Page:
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Book Review: Lifeform Three, By Roz Morris

I’m not a big fan of dystopian fiction, but I’m an admirer of author and blogger Roz Morris. When I received an Advance Review Copy of this book, I was willing to give it a chance. I’m glad I did.

Lifeform Three” takes place in a future time at a theme park called The Lost Lands of Harkaway Hall. Picture a dystopian Disneyworld where “intrepid guests” ride around in pod cars taking pictures with their “pebbles” (smart phones) . The story is told through the eyes of Paftoo, a “redo bod” who works with a team of fellow bods to clean up animal dung, leaves and other debris from the park. The park is one of the few pristine tracts of land left in this future world, ravaged by environmental degradation that has laid waste to the seashore and other bucolic vistas.

The bods are programmed to perform menial tasks and they receive points for the amount of waste they can clear in a day. “Shovel the leaves; don’t think. Hum a tune. That’s the way to make it easier,” Morris writes, through the prism of Paftoo. “A bod’s life is redoing. Because all the time, the Lost Lands are being undone. By the lifeforms, the rain, the wind, the seasons that strip the trees in autumn and make them grow like nonsense in the spring. And by the Intrepid Guests, who drive where they shouldn’t, break the fences, spread litter and set fire to the barn.”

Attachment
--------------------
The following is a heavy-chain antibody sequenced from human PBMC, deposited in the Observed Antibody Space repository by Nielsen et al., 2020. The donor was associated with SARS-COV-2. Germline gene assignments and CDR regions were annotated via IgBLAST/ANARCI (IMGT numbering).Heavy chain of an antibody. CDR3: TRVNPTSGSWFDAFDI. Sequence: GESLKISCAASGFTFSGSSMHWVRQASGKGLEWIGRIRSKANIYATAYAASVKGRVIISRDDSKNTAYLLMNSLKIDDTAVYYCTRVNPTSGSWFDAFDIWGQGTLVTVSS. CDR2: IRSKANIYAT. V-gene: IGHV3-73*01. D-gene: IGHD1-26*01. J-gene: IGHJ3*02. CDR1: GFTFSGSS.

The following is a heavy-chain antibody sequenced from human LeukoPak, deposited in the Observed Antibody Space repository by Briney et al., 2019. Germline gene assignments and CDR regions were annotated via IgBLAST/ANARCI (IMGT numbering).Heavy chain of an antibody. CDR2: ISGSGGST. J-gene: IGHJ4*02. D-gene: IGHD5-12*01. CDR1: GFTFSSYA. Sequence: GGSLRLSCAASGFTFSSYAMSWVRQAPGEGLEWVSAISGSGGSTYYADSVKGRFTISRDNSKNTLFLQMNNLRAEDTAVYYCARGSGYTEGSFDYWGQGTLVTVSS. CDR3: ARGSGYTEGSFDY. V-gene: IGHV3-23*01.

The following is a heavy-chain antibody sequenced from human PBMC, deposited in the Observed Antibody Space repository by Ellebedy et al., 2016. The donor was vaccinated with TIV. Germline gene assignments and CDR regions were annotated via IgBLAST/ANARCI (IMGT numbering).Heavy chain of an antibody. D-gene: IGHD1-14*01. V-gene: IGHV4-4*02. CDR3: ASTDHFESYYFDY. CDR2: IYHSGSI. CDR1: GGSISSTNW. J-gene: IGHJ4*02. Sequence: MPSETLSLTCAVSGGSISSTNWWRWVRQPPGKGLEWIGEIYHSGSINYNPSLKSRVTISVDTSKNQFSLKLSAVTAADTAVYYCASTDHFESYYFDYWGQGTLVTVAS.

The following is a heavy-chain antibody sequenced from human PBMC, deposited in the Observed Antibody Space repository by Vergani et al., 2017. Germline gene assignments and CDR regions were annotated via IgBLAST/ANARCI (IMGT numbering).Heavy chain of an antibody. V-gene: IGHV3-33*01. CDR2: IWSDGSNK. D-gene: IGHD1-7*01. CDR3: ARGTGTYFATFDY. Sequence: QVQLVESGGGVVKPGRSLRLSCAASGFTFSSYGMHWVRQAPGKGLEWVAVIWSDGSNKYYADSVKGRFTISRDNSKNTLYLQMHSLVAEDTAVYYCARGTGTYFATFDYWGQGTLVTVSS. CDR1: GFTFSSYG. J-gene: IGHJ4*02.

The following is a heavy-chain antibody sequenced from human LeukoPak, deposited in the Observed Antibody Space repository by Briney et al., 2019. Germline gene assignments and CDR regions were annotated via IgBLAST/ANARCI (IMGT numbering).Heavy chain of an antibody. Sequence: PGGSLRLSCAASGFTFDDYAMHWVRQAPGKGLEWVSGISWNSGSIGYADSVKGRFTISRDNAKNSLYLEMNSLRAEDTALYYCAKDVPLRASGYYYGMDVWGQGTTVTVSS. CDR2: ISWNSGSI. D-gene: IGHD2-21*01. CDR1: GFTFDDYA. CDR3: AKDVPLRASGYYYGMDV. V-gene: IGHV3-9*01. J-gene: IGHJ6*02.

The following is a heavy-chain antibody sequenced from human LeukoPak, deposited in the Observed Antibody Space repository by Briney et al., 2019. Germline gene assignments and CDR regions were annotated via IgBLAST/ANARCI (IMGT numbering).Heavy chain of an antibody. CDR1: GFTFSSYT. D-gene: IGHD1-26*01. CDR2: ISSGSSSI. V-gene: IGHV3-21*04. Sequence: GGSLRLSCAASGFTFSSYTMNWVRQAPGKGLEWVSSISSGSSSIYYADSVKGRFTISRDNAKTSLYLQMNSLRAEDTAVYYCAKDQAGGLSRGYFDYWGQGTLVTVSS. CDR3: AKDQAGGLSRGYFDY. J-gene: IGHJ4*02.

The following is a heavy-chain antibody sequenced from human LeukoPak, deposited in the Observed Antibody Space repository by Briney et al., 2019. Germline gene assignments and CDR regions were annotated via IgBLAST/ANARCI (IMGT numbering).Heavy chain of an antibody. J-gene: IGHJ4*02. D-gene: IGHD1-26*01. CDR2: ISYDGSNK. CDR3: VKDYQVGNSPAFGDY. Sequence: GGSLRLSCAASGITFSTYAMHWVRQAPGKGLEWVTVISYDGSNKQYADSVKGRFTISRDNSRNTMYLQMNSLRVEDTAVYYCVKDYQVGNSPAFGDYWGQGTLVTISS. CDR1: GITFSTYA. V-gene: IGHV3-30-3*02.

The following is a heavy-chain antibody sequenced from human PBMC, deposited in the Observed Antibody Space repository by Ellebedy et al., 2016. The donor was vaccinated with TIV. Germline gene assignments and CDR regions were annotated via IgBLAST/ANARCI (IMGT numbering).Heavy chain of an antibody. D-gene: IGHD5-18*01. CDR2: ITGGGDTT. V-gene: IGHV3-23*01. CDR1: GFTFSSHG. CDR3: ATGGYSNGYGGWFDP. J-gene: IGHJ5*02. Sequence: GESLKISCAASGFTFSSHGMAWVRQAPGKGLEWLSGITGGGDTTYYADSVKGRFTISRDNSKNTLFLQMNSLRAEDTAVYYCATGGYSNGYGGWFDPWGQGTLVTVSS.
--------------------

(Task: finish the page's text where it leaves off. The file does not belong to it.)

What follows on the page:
When the bods finish their daily work, they power off at night into a sleep mode, all except for Paftoo. In the opening scene, Paftoo is struck by lightning while trying to coax a huge horse into a lorry (truck) during a thunderstorm. At night, Paftoo dreams of riding horses and finding a lost door in the woods, but his memories are fragmented. While the other bods sleep, Paftoo roams the grounds and discovers a secret world. He tames one of the horses that roam the pasture at night in an effort to piece together his past.

He dares not disclose his nocturnal experiences with the other bods for fear of being “shared,” a process by which a bod’s mind is wiped clean of all past experiences. “A trouble shared is a trouble deleted,” is the oft-repeated phrase used to explain the benefits of sharing.